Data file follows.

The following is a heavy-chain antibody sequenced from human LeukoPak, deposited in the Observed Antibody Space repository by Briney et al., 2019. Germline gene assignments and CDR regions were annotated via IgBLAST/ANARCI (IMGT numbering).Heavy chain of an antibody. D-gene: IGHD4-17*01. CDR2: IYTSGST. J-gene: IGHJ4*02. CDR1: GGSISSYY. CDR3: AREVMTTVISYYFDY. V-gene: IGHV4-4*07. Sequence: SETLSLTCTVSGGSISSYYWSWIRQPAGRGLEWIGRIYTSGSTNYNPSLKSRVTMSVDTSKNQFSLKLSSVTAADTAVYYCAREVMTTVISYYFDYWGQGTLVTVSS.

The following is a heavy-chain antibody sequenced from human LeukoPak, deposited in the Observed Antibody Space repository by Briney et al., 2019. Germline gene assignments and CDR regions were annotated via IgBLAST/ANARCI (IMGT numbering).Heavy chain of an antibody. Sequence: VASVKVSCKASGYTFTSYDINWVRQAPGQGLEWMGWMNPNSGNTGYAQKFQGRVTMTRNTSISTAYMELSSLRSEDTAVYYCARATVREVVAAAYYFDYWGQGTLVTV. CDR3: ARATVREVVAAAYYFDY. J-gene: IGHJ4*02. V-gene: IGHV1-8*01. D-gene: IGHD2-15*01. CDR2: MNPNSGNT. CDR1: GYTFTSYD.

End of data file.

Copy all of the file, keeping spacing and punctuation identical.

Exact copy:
The following is a heavy-chain antibody sequenced from human LeukoPak, deposited in the Observed Antibody Space repository by Briney et al., 2019. Germline gene assignments and CDR regions were annotated via IgBLAST/ANARCI (IMGT numbering).Heavy chain of an antibody. D-gene: IGHD4-17*01. CDR2: IYTSGST. J-gene: IGHJ4*02. CDR1: GGSISSYY. CDR3: AREVMTTVISYYFDY. V-gene: IGHV4-4*07. Sequence: SETLSLTCTVSGGSISSYYWSWIRQPAGRGLEWIGRIYTSGSTNYNPSLKSRVTMSVDTSKNQFSLKLSSVTAADTAVYYCAREVMTTVISYYFDYWGQGTLVTVSS.

The following is a heavy-chain antibody sequenced from human LeukoPak, deposited in the Observed Antibody Space repository by Briney et al., 2019. Germline gene assignments and CDR regions were annotated via IgBLAST/ANARCI (IMGT numbering).Heavy chain of an antibody. Sequence: VASVKVSCKASGYTFTSYDINWVRQAPGQGLEWMGWMNPNSGNTGYAQKFQGRVTMTRNTSISTAYMELSSLRSEDTAVYYCARATVREVVAAAYYFDYWGQGTLVTV. CDR3: ARATVREVVAAAYYFDY. J-gene: IGHJ4*02. V-gene: IGHV1-8*01. D-gene: IGHD2-15*01. CDR2: MNPNSGNT. CDR1: GYTFTSYD.